The Peasant Trials: Part 1 by Ella Thomson

Ebony Huggersworth walked the grimy streets of Nulbarukth, beggars everywhere. Nulbarukth was a small town in Ahoy. She felt a sharp tug on her ankle and looked down to see a greasy old woman under a piece of cardboard on the side of the road. Ebony knew she was a beggar like herself, over half the population of Nulbarukth were now either slaves or beggars. The food and water restrictions were driving people crazy, to the point of hundreds of people dying of either dehydration or hunger. Ebony knew many people that would drink their own sweat to survive. Ebony looked up again and walked past. People in Nulbarukth were no use to her. They were dumb and poor, what could they do for her? It was either them or her. Plus, they had no one that would miss them, she did. Or so she hoped. Once she finally reached Broadway street, she turned into the porch of the Great Manor. The Great Manor was the only proper house in Nulbarukth. To be honest it’s not even a house. It’s a mansion. The Great Manor was the only mansion in Ahoy, all the others were raided and destroyed. The provost of Nulbarukth lived there, with his many servants and slaves. He was a very wealthy man. He had a very nice wife called Rosemary Bigglesworth, though she died four years ago of Dianomatosis. Ebony had no idea what the disease was, all she knew was that there was no cure, and one of the symptoms was a rattling cough that didn’t stop until you had to get your tongue amputated. When Ebony’s family disappeared one night, with only a letter to tell five year old Ebony that they were in the largest town of Ahoy, Nulezdaddt, but no description of why they went. Ebony had roamed the streets alone for four months, no one to look after her. Being only five, she had no idea what to do, until she stumbled upon it. The Great Manor. Ebony was awestruck, she had never seen such a magnificent home in her life! Not thinking, she walked up to the door, thinking to herself that she had finally found home. She knew her parents were not rich, not even close, but maybe they had found the jackpot.
        Ebony rang the doorbell. The man who answered was not her father. Instead, the man who answered was a balding man who looked to be in his late forties. He had long greying whiskers, and a very greasy suit on.
        “Do you know where my family is?” asked Ebony, sucking on her thumb.
        “No I do not, peasant child.”
        From inside the mansion called a soothing voice.
        “Who is it?”
        “Mother?!” squealed Ebony, racing inside. Finding herself in a dining room, she saw Rosemary sitting on a chair, a newspaper in hand.
        “I didn’t know you read the news!” cried Ebony, running to the lump and hugging its legs.
        “There there child. I am not your mother. Are your parents dead?”
        “Course not. They’re alive, they just disappeared one day.”
        “Well until they come back, I’ll look after you.”
        “Really?” squealed Ebony, running back and forth on her spindly little legs.
        “Thank you, thank you, thank you!”
        But deep down, Rosemary knew that Ebony’s parents were dead, but Ebony thought differently.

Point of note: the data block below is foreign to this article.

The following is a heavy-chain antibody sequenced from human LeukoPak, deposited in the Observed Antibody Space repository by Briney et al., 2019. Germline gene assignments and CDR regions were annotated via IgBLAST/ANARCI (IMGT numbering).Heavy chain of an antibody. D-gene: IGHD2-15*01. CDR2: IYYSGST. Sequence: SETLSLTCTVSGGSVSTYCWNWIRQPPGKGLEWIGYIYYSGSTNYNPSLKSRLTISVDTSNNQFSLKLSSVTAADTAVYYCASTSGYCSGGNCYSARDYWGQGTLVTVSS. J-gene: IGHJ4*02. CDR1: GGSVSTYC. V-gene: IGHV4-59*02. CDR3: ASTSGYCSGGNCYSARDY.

The night before Rosemary died, she made her husband promise to look after Ebony. Her husband agreed.
        2 months after Rosemary died, Mr Bigglesworth kicked Ebony out of the house and gave her a place on the front porch, with ten free ration coins.
        Ebony wished Rosemary didn’t die. She was sweet, even though she wouldn’t let Ebony go out and play and made her wear tight fitting dresses that she couldn’t breathe in. Ebony sat down on the porch.                 “Ebony, your back,” muttered Mr Bigglesworth slyly behind her.
        “Yeah. Why come to say hello, you almost never talk to me these days.”
        “Yes yes, well, since your sixteenth birthday is coming soon, I have decided that you are old enough to fend for yourself.”
        “What’s that supposed to mean?”
        “Fine, I’ll tell you the hard way. I’m kicking you out. You’ve been living on my porch for nine years now, and I’m sick of it. The other provost’s are bagging me for letting a peasant girl sleep on my porch.”
        “Wha, what? What about the thing you promised Rose, the thing that you’d look after me no matter what. Doing this will disgrace you, the gods will not let you do this. You of all people should know that.”
        “I have said my prayers to the gods, and I think they agree with me. Now, if you do not leave, I should have to order the guards to do it for you. Shoo shoo.”
Ebony had had enough bone scraping experiences with the guards of Nulbarukth, and she was not about to have another one.
        “Fine. I’ll pack my bags.”
        Mr Bigglesworth smirked.
        “You don’t even have bags. Your parents died before they could give you some!”
Ebony clenched her fists and gritted her teeth.
        “My. Parents. Are. Alive!”
        She launched at Mr Bigglesworth, punching and pulling hair. Mr Bigglesworth shrieked so loud, everyone in Nulbarukth heard. Ebony could hear the guards boots on the concrete, running towards their boss’s scream. Ebony knew it was time to go. She looked down at Mr Bigglesworth, his eye swollen and blood dripping from his nose.
Running away from the sound of the guards, Ebony thought about what to do now. She could do what she did when she was five, but surely no one would accept her, the feral peasant girl that attacked the loving, caring provost. Or that’s how the provost and the guards would tell the tale.
        Running down the street, Ebony knew she stuck out like a sore thumb. Pulling up the hood of her patched cloak, she slowed down to a walk, trying to blend in with the crowd, all rushing to see what happened. Ebony kept walking forward, away from the Great Manor.

Read Part 2 here: